The knights of Santiago have left an architectural legacy of some considerable importance, indeed in building churches and fortresses and enlarging the towns and cities in their control each of the Orders have left a permanent remembrance of their power. Not suprisingly, some of the greatest such structures were either not begun or were substantially remodeled after the Reconquista was completed, particularly as the defeat of the Moors rendered the defensive character less significant. A recent study of three of Santiago's principal buildings in Uclés, San Marcos and Calera de León illustrates the history of different aspects of the architectural heritage of the Order.  Each of the buildings examined by these scholars retained the existing system of cloister and communal buildings attached to a splendid church. They already anticipate the baroque style but combine elements from the gothic and renaissance - each of which post date comparable periods in Italian architectural development. The historic buildings associated with the four Orders mostly now belong to the Spanish state, but several are used today in ceremonies honoring their patrons or commemorating the great events of their history.
By the fall of the Monarchy in 1931 the Order was much reduced in size, with less than thirty professed and thirty-five novice knights. The President of the Trecenezago was the Infant D. Ferdinand of Bavaria, Grand Commander of León and there were several other royal princes among the novice knights - including Prince Adalbert of Bavaria and the Duke of Parma, while in 1941 the Infants Luis-Alfonso and José-Eugenio, sons of the Infant D. Ferdinand, were admitted.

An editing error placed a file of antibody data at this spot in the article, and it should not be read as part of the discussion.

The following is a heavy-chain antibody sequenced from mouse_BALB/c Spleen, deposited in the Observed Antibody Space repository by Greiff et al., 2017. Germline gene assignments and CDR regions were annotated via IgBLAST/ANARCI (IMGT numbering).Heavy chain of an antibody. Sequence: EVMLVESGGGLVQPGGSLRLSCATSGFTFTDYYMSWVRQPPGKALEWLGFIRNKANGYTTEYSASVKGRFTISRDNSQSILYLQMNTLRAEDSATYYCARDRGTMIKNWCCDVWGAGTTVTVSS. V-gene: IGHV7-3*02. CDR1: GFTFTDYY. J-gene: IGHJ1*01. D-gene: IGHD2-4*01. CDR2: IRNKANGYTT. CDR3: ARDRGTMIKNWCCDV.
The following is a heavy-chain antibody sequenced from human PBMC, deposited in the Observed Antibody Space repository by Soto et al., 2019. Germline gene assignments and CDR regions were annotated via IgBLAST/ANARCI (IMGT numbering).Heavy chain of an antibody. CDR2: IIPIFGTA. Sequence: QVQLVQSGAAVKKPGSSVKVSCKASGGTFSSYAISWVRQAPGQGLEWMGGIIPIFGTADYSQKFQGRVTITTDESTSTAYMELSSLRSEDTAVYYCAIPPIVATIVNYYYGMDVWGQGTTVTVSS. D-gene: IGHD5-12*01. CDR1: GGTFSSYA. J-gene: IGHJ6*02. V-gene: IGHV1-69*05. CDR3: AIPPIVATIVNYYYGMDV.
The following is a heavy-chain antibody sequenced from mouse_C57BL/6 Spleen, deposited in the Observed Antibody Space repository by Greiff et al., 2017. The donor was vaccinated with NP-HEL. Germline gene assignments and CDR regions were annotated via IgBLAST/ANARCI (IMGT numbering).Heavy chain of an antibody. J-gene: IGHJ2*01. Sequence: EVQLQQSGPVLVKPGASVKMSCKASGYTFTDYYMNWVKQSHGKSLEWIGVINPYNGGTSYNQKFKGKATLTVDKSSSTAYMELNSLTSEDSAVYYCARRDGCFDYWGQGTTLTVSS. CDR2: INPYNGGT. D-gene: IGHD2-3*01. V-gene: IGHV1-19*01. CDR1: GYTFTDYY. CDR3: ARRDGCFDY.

Today the Commendador-Mayor of Castille is the Prince of the Asturias, heir to the Spanish Throne (who entered as a novice knight in 1986, making profession immediately, and was appointed to this post the following year), the Commendador-Mayor of León is a Grandee, the Count of Bornos, and the Commendador-Mayor of Montalbán is now D. Alfonson de Zuleta y Sanchiz, (Secretary of the Order and successor to the late Duke of Alburquerque). There are thirty-five other professed knights and thirty novices.  The Cross of the Order is a red latin cross with flory ends to the three upper arms (a cross flory fitchy), and the lower arm being shaped like a sword; the knights wear white robes resembling a monks habit with the cross sewn on the left side; the gold red enameled badge may be suspended from a red ribbon and worn around the neck, or it may be sewn onto the left breast. The historic name of this badge, the Espada (Sword) was nicknamed the Largetto, or Lizard.  Novice knights are required to prove the nobility of each of their four grandparents, that they and their parents and grandparents are legitimate and not descended from non-Christians (or heretics, although a protestant ancestor has not been considered an obstacle to membership for many years), and that they are practicing Catholics in good standing. Petition for admission is made to President and Dean of the Council of the four Orders and proofs are examined by the fiscal. Generally only one ceremony admitting new knights is held each year and subsequently novices may make profession, in accordance with the ancient statutes.
Romanticised histories of the Order claim that it was founded by Ramiro, 1st King of Galicia, in the year 846, but there is no documentary evidence to support this theory.
The number thirteen was intended to commemorate the twelve Apostles with Our Lord Jesus Christ.